Posted on May 21, 2012
Click here to see current summaries of all fifty states’ laws in this area.
The following material has been updated from our February 2008 edition of Regulating Guns in America – An Evaluation and Comparative Analysis of Federal, State and Selected Local Gun Laws.
Gun shows are events dedicated to the display and sale of firearms and firearm-related accessories. Often held at public venues such as fairgrounds or civic centers, gun shows operate as temporary markets for the transfer of firearms. A 2007 report by the Office of the Inspector General of the U.S. Department of Justice found that the number of gun shows in the U.S. each year ranges from 2,000 to 5,200.1 Gun shows typically attract several thousand people and a single gun show can have sales of over 1,000 firearms over the course of one weekend.2
A recent study compared gun shows in California, which has extensive regulation of gun shows and private firearm transfers, with gun shows in states with little regulation. The study found that, at gun shows in states with less regulation: straw purchases were more common, armed attendees selling guns were more common, and vendors were more likely to sell assault weapons and 50 caliber rifles.3
Summary of Federal Law
Federal law defines “gun show” as a “function sponsored by any national, State, or local organization, devoted to the collection, competitive use, or other sporting use of firearms, or an organization or association that sponsors functions devoted to the collection, competitive use, or other sporting use of firearms in the community.”4 A federally licensed firearms dealer (FFL) may conduct business at a gun show or event located in the same state specified on the license.5 FFLs must conduct background checks on prospective purchasers and maintain sales records of transactions at gun shows.6
Persons who are not federally licensed firearms dealers are also permitted to transfer firearms at gun shows, however. Because unlicensed, private sellers are exempt from the federal background check requirement, this creates a loophole (the “private sale” loophole) that enables certain categories of persons prohibited from purchasing or possessing firearms – such as felons, domestic violence perpetrators and mentally ill individuals – to obtain them. Likewise, private sellers at gun shows (and elsewhere) are not required to maintain records of sales.7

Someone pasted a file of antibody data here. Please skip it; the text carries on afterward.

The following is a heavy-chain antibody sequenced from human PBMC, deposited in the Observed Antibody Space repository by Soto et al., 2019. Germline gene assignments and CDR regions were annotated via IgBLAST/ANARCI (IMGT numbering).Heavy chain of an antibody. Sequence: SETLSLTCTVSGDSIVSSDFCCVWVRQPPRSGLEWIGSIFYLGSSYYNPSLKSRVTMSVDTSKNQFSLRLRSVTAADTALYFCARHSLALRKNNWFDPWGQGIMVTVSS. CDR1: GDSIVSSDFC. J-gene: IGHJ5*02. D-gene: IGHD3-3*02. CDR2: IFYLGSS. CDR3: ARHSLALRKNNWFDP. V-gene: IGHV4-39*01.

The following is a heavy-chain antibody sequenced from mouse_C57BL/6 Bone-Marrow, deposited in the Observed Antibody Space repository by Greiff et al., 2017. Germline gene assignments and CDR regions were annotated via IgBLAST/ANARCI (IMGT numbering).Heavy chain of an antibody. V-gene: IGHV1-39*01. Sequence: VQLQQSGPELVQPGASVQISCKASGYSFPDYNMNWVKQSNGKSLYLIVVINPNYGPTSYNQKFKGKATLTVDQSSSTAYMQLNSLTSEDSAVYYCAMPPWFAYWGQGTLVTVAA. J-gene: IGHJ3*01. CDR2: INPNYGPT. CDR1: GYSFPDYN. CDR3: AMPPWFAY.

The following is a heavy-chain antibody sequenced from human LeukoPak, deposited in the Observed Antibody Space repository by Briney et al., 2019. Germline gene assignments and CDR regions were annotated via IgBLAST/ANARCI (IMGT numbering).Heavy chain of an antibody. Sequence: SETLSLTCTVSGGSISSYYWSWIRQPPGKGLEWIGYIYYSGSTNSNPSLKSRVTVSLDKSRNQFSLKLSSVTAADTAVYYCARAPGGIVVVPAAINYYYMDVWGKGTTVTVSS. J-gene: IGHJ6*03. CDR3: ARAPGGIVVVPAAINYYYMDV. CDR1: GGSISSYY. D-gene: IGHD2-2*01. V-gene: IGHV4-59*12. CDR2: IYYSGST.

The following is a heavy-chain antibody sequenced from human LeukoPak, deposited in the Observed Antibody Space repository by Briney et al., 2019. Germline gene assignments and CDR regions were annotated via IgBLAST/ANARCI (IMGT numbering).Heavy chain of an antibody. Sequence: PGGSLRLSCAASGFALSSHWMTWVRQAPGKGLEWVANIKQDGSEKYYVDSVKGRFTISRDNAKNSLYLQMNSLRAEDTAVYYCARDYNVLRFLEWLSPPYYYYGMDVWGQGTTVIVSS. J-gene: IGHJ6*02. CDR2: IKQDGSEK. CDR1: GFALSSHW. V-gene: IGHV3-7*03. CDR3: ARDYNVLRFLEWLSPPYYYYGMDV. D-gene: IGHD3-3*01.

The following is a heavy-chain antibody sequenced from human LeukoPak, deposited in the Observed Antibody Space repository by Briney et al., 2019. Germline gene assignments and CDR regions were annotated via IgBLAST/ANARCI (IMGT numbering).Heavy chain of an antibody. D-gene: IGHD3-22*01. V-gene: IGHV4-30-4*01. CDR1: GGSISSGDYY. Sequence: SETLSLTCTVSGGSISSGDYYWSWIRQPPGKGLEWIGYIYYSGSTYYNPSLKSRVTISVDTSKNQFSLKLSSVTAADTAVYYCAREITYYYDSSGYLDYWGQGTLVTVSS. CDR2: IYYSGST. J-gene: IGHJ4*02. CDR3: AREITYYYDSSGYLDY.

Gun shows are a popular venue for private sales. A1999 ATF study found that 25 to 50% of gun show vendors are unlicensed.8 Another ATF study9 reviewed over 1,500 ATF investigations and concluded that gun shows are a “major trafficking channel,” associated with approximately 26,000 firearms diverted from legal to illegal commerce. According to the study, gun shows rank second to corrupt dealers as a source for illegally trafficked firearms.10
ATF does not have a formal gun show enforcement program, and conducts investigations of gun shows only when it has law enforcement intelligence that illegal firearms activity is likely to occur.11 From 2004 – 2006, ATF conducted 202 investigative operations at 195 guns shows, or roughly 3% of the gun shows held nationwide during this period. These operations resulted in 121 arrests and the seizure of 5,345 firearms.12 Offenses included convicted felons buying guns, straw purchases, unlicensed individuals selling firearms as a business, FFLs failing to document transfers or conducting background checks on purchasers, and persons possessing prohibited firearms, including machine guns and sawed-off shotguns.13
SUMMARY OF STATE GUN SHOW REGULATION
(This summary was last updated August 13, 2012.)
Two states and the District of Columbia require universal background checks on all firearm purchases, including purchases at gun shows. Three other states require universal background checks on purchases of some firearms. Five states specifically require background checks on purchases of all firearms at gun shows. Nine states impose other regulations on gun shows.
Universal Background Check States
Gun Show Background Check States
Other State Regulation of Gun Shows
Description of State Laws Regulating Gun Shows
1. Universal Background Checks for All Firearm Transfers: The most comprehensive approach to ensuring that sales are only made to eligible purchasers is through a requirement for universal background checks prior to all firearm transfers. California, Rhode Island34 and the District of Columbia35 require that, prior to any firearm transfer, any prospective firearm transferee undergo a background check. Maryland requires a background check on every prospective transferee of certain “regulated firearms” (defined as handguns and assault weapons). Connecticut requires a background check prior to any handgun transfer, and Pennsylvania requires that all handgun sales be completed by licensed dealers or through the county sheriff’s office (thereby necessitating a background check).